Senate debates

Wednesday, 22 August 2018

Statements by Senators

Energy

1:05 pm

Photo of Andrew BartlettAndrew Bartlett (Queensland, Australian Greens) Share this | Hansard source

Many of the people in this building are probably preoccupied with the political soap opera happening around the place, but I'm sure the Australian public would be much keener if there was a continuing focus on what was supposed to be the big focus this week of the government, which was an attempt to bring down energy prices and to do so in a way which would be compliant with our obligations to also reduce our greenhouse gas emissions. Instead, this government is focused on tearing itself apart whilst Australians continue to face significantly and unnecessarily excessive power prices.

Of course, all of the 16 different variations the government put forward in their so-called energy guarantee wouldn't have delivered the sort of price cuts to electricity costs that Australian households are keen on, and it certainly wouldn't have delivered anti-greenhouse emissions. So, in that sense, the fact that that whole plan is dead is of no great loss, because it wouldn't have delivered anything of value to the Australian community over the long term. In fact, it would have caused more harm. But it should not mean that the issue goes off the agenda.

The Greens have promoted and put forward workable solutions for significant reductions in energy prices for a number of years now. In the lead-up to the state election in Queensland, the Greens released a comprehensive package that was independently assessed by a well-known expert, Hugh Grant, and not only was it found to be effective and valid but, indeed, it would have delivered more cuts to households in terms of electricity prices than the policies put forward by either Labor or the Liberal National Party of Queensland. One Nation, as far as I know, didn't put forward a policy of any substance at all, which is pretty much what you could say about most of their issues.

It's pretty simple, really. The government managed to tear themselves apart after they finished tying themselves in knots around this issue, but it's actually pretty simple if you know what you stand for and if you're about putting the community first rather than corporations. We want an energy system that runs for people, not for profit. The measures the Greens put forward would save people up to $600 a year on their electricity bill. A simple, clear thing we can do to reduce power prices is to roll back privatisation. The chances of the Liberals or Labor doing this are minimal, because they both take money from the energy companies, who are making record profits with their price gouging. Families are being driven to the brink while corporations make record profits and CEOs get fat bonuses. This is not just rhetoric. Last year 21,000 households in Queensland alone, not counting the rest of the country, had their power cut off because they couldn't afford to pay their electricity bill. After food and water and having secure housing, electricity is pretty much the next thing in line when it comes to the essentials of life today. I think we would all agree that it is an essential service to ensure that people have reliable electricity and affordable electricity. So, it should not be an area where corporations make massive profits while people pay soaring bills to fund those profits.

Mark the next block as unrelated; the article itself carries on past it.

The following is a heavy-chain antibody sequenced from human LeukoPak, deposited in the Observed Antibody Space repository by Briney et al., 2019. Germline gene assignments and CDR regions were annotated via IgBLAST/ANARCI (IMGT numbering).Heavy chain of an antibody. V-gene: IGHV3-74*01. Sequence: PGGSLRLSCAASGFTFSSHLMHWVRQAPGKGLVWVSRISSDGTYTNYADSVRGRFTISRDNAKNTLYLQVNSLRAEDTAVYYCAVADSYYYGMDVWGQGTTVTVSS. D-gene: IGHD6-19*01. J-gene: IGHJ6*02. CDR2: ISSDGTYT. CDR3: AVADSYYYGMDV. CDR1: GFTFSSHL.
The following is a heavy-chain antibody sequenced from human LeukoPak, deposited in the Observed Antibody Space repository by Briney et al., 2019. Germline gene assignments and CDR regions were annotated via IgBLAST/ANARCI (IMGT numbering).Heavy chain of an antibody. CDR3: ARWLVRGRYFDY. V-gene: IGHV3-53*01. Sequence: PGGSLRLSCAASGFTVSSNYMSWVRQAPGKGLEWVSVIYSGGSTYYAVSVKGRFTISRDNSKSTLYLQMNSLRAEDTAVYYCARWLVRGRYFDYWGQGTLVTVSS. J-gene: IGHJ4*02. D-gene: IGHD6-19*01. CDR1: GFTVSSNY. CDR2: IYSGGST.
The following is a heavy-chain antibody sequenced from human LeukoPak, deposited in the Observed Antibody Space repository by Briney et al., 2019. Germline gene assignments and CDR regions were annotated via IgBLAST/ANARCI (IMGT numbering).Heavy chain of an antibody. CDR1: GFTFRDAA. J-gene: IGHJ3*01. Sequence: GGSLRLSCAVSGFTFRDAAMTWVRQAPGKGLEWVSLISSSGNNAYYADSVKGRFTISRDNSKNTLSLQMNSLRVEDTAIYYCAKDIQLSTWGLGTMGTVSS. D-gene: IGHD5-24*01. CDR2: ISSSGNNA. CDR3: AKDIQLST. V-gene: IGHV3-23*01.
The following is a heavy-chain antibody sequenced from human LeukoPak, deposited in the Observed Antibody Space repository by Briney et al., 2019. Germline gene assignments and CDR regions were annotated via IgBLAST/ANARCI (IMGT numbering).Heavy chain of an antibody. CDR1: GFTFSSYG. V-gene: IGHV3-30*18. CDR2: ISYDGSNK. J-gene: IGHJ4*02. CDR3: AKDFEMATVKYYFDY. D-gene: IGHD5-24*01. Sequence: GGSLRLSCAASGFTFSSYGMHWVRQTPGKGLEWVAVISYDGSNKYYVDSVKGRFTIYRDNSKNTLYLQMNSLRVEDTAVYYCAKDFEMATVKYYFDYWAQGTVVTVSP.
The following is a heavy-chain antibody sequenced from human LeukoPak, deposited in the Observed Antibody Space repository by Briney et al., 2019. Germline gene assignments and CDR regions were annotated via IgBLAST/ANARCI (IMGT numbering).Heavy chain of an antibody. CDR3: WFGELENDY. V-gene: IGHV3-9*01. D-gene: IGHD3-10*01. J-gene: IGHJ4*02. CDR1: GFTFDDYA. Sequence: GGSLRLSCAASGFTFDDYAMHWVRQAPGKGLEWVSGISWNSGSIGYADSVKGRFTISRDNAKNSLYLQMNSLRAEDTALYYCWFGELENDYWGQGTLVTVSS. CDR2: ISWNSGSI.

Removing climate change targets won't bring down power prices; stopping gouging by private corporations will. In Queensland, Labor privatised the retail arm of the electricity sector in 2006 and prices have nearly doubled. Those energy corporations are making record profits whilst tens of thousands of Queensland households have had their power cut off. Pensioners and unemployed people are skipping meals to make sure they can keep the lights on and the heating on.

We need to transition government-owned energy corporations back to being public authorities that are putting people first, not profit-making. Even those parts of the sector in Queensland that weren't privatised, as in other states, were nonetheless corporatised. Up to 40 per cent of our power bills in Queensland is profits made by state-government-owned energy companies and private corporations. Last financial year, the state government made $3 billion from the profits made by state-owned energy companies, money that came straight from the pockets of Queensland households. Origin and AGL made over $7 billion in profits. If they come back not just under government ownership but under government control and regulation, and are regulated in a way that doesn't allow billions of dollars—

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